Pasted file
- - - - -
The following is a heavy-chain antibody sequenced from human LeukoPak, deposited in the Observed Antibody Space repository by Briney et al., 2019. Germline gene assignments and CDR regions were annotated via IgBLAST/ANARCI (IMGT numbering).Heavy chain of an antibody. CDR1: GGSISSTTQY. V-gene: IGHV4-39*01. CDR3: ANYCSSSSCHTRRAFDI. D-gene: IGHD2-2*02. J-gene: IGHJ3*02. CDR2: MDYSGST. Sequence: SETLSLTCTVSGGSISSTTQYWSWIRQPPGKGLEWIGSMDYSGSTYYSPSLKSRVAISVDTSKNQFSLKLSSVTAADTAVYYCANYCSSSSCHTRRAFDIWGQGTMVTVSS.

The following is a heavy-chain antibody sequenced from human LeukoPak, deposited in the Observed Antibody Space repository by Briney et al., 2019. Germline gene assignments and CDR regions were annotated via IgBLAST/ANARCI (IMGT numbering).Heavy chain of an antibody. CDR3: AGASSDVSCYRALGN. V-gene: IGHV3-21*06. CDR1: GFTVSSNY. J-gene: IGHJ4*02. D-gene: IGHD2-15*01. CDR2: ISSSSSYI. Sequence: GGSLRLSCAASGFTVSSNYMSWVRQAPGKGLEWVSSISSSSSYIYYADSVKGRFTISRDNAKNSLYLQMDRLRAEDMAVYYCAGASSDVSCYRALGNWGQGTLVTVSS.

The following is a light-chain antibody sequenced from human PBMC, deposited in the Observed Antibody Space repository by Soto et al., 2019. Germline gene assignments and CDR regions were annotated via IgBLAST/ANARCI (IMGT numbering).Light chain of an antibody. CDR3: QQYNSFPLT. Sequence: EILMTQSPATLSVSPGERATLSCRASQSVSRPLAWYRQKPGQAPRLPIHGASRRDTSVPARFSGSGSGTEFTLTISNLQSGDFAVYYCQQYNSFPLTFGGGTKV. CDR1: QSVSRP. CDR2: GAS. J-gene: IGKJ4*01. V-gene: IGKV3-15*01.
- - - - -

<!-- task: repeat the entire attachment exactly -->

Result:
The following is a heavy-chain antibody sequenced from human LeukoPak, deposited in the Observed Antibody Space repository by Briney et al., 2019. Germline gene assignments and CDR regions were annotated via IgBLAST/ANARCI (IMGT numbering).Heavy chain of an antibody. CDR1: GGSISSTTQY. V-gene: IGHV4-39*01. CDR3: ANYCSSSSCHTRRAFDI. D-gene: IGHD2-2*02. J-gene: IGHJ3*02. CDR2: MDYSGST. Sequence: SETLSLTCTVSGGSISSTTQYWSWIRQPPGKGLEWIGSMDYSGSTYYSPSLKSRVAISVDTSKNQFSLKLSSVTAADTAVYYCANYCSSSSCHTRRAFDIWGQGTMVTVSS.

The following is a heavy-chain antibody sequenced from human LeukoPak, deposited in the Observed Antibody Space repository by Briney et al., 2019. Germline gene assignments and CDR regions were annotated via IgBLAST/ANARCI (IMGT numbering).Heavy chain of an antibody. CDR3: AGASSDVSCYRALGN. V-gene: IGHV3-21*06. CDR1: GFTVSSNY. J-gene: IGHJ4*02. D-gene: IGHD2-15*01. CDR2: ISSSSSYI. Sequence: GGSLRLSCAASGFTVSSNYMSWVRQAPGKGLEWVSSISSSSSYIYYADSVKGRFTISRDNAKNSLYLQMDRLRAEDMAVYYCAGASSDVSCYRALGNWGQGTLVTVSS.

The following is a light-chain antibody sequenced from human PBMC, deposited in the Observed Antibody Space repository by Soto et al., 2019. Germline gene assignments and CDR regions were annotated via IgBLAST/ANARCI (IMGT numbering).Light chain of an antibody. CDR3: QQYNSFPLT. Sequence: EILMTQSPATLSVSPGERATLSCRASQSVSRPLAWYRQKPGQAPRLPIHGASRRDTSVPARFSGSGSGTEFTLTISNLQSGDFAVYYCQQYNSFPLTFGGGTKV. CDR1: QSVSRP. CDR2: GAS. J-gene: IGKJ4*01. V-gene: IGKV3-15*01.